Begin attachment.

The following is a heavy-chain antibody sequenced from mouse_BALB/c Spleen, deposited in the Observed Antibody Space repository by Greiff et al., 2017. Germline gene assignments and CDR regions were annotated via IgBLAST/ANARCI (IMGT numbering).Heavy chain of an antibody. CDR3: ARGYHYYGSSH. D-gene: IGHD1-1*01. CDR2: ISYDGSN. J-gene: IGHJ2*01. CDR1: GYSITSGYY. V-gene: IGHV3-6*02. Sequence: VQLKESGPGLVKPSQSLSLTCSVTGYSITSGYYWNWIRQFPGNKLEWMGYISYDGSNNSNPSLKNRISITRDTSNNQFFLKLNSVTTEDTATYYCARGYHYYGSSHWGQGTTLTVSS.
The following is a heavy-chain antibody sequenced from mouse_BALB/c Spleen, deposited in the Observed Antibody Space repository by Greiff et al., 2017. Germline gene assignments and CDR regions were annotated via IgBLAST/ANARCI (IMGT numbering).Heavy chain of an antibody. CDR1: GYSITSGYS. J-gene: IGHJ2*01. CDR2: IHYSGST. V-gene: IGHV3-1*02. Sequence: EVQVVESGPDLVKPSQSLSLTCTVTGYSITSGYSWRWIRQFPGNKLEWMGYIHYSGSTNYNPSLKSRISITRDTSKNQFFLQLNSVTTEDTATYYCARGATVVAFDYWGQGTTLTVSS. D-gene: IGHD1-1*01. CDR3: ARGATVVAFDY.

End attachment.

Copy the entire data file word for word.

The following is a heavy-chain antibody sequenced from mouse_BALB/c Spleen, deposited in the Observed Antibody Space repository by Greiff et al., 2017. Germline gene assignments and CDR regions were annotated via IgBLAST/ANARCI (IMGT numbering).Heavy chain of an antibody. CDR3: ARGYHYYGSSH. D-gene: IGHD1-1*01. CDR2: ISYDGSN. J-gene: IGHJ2*01. CDR1: GYSITSGYY. V-gene: IGHV3-6*02. Sequence: VQLKESGPGLVKPSQSLSLTCSVTGYSITSGYYWNWIRQFPGNKLEWMGYISYDGSNNSNPSLKNRISITRDTSNNQFFLKLNSVTTEDTATYYCARGYHYYGSSHWGQGTTLTVSS.
The following is a heavy-chain antibody sequenced from mouse_BALB/c Spleen, deposited in the Observed Antibody Space repository by Greiff et al., 2017. Germline gene assignments and CDR regions were annotated via IgBLAST/ANARCI (IMGT numbering).Heavy chain of an antibody. CDR1: GYSITSGYS. J-gene: IGHJ2*01. CDR2: IHYSGST. V-gene: IGHV3-1*02. Sequence: EVQVVESGPDLVKPSQSLSLTCTVTGYSITSGYSWRWIRQFPGNKLEWMGYIHYSGSTNYNPSLKSRISITRDTSKNQFFLQLNSVTTEDTATYYCARGATVVAFDYWGQGTTLTVSS. D-gene: IGHD1-1*01. CDR3: ARGATVVAFDY.